I also saw someone on Instagram use this piece as a game. She gave all of the students different pie fillings, and at the end called out a pie and those students had to switch spots. You could even make it an out game by having odd numbers of students! (If you know who it was that came up with this, please tell me! I forgot to save it and have been looking and looking! DM me at @beccasmusicroom)
Pumpkin patch solfa
Next up, more pumpkins!
In October, we just introduced sol mi in second grade and la in third– which means that November will be all about the practice!
One of my favorite ways to practice solfa is with these digital games. I have a bunch of different ones, but for this month, we’re using the pumpkin patch games.
Each one is a Google Slides lesson where students see a pattern and click on the correct notation on the staff. They immediately see if they were correct (and move on) or wrong (and go back).
This game is perfect for review, and there’s a few ways to play:
- Whole group: This is where we start. I’ll put it up on the board and have students hold up one or two fingers to show me if the answer is one or two. Then I write it down as an assessment!
- In teams: The next step is typically teams! I’ll have the students split into two teams. Each one has 10 seconds to answer their slide, and if they get it right, they get a point. If not, it goes to the next team.
- Individually: Assign this during centers! Send it to students via Google Classroom, or create a QR code on a free website like this one. It only works in present mode, so they only have to be able to view.
Oh My, No More Pie
Yes, we have more pie songs. What Thanksgiving music lesson would be complete without it?
I don’t have anything super inspirational about this one. Typically, I throw the words up on the board. It’s a call and response song. Students will trace the melody. Then we’ll talk about all of the rhyming words.
Maybe this year I’ll get really crazy and put on the xylophones. We shall see.
I use this piece with 2-3 graders.
Over the River and Through the Wood
Over the River and Through the Wood is a Thanksgiving song– like it actually says Thanksgiving in it! That makes it a perfect Thanksgiving music lesson.
I like to use this one with 3rd grade. I will read them the book (I have this book), and at the end of mine it has the sheet music. I’ll act all surprised that it’s there and ask if they want to hear it sung.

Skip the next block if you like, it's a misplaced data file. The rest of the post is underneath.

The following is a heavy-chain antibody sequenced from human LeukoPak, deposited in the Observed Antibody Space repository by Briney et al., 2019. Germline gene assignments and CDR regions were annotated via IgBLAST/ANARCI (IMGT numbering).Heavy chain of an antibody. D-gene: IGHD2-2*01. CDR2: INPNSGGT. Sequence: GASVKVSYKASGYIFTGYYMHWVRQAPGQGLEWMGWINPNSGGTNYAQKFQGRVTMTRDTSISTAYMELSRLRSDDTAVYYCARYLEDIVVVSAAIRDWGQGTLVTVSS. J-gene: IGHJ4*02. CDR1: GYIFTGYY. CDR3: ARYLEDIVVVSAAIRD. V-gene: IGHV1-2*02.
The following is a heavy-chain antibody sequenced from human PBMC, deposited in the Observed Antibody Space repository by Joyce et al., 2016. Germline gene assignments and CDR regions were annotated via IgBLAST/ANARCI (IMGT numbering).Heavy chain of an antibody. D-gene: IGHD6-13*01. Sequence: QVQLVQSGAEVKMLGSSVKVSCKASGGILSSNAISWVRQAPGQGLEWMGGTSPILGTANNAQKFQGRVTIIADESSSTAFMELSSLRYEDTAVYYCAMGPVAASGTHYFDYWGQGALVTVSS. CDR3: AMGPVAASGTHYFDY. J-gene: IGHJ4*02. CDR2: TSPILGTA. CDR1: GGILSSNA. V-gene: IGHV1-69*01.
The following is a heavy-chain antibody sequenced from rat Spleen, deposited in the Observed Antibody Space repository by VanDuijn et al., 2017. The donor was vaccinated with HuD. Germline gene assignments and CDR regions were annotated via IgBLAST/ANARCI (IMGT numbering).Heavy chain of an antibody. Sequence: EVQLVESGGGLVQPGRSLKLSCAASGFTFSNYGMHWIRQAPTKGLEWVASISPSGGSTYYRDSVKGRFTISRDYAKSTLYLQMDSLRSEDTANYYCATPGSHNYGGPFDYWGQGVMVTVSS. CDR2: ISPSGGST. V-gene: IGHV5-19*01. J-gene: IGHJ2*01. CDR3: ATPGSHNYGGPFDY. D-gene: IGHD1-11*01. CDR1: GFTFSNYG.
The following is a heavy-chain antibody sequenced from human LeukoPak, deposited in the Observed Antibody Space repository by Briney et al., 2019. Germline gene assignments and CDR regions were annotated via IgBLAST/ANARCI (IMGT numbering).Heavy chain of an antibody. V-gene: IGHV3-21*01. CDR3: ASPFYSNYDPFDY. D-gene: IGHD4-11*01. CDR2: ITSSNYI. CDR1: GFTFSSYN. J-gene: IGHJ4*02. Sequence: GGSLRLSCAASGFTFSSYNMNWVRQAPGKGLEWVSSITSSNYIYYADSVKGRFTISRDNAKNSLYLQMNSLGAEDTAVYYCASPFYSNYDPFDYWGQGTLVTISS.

Then I’ll sing through it– sometimes twice and on the second time they join me. Then I’ll put up a sing along video on youtube with the words for them to follow along with.
Super simple but also cute. And of course, you could totally add jingle bells to it.
Speaking of sleighs and bells… did you know that Sleigh Ride is actually a Thanksgiving song?
So of course I had to add it.
There’s a million things that you can do with Sleigh Ride (I talk about four of them in this post about Sleigh ride lessons), but let’s focus on the form.
(We focus on the form in this FREE Google Slides lesson! It includes videos to show the things below. Click here to sign up for the freebie!)
The form for Sleigh Ride is: intro A B A C A B A coda
I usually use this with jingle bells.
We use jingle bells for this activity. We sit in a circle, and do the following actions:
- A section: Shake bells to the rhythm
- B section: pass bells to your right on the beat
- C section: Start at the ground and shake bells, get louder as the song gets louder.
Now, last year we had to adapt this to cups (because we were home), so my fourth and fifth graders did this one instead.
- A section: Cup game from Pitch Perfect
- B section: Toss + catch the cup on the beat
- C section: Tap on top of the cup in a crescendo, and clap on the slap stick part
Instead of trying to explain all of that… You can watch this video that shows it in great detail.
PS Did I mention you can get a whole google Slides lesson about the form of this one as a FREEBIE!? Just click here to gain access to the free resources library– and you’ll get this presentation (along with embedded videos showing how to do it!) as well as many other free lessons!
I almost left this one out… but I couldn’t. If your kids love GoNoodle as much as mine do, they’ll love this Thanksgiving turkey line dance. Rather than explain, here’s the video.
Books for Thanksgiving
And finally, books are always good. Here are a few fun Thanksgiving books to add to you Thanksgiving Music Lessons. My personal favorite is Twas the Night Before Thanksgiving, but they are all fun. Click on the cover to view on Amazon (affiliate links)
What are your favorite Thanksgiving music lessons? DM me on Instagram @beccasmusicroom and let me know!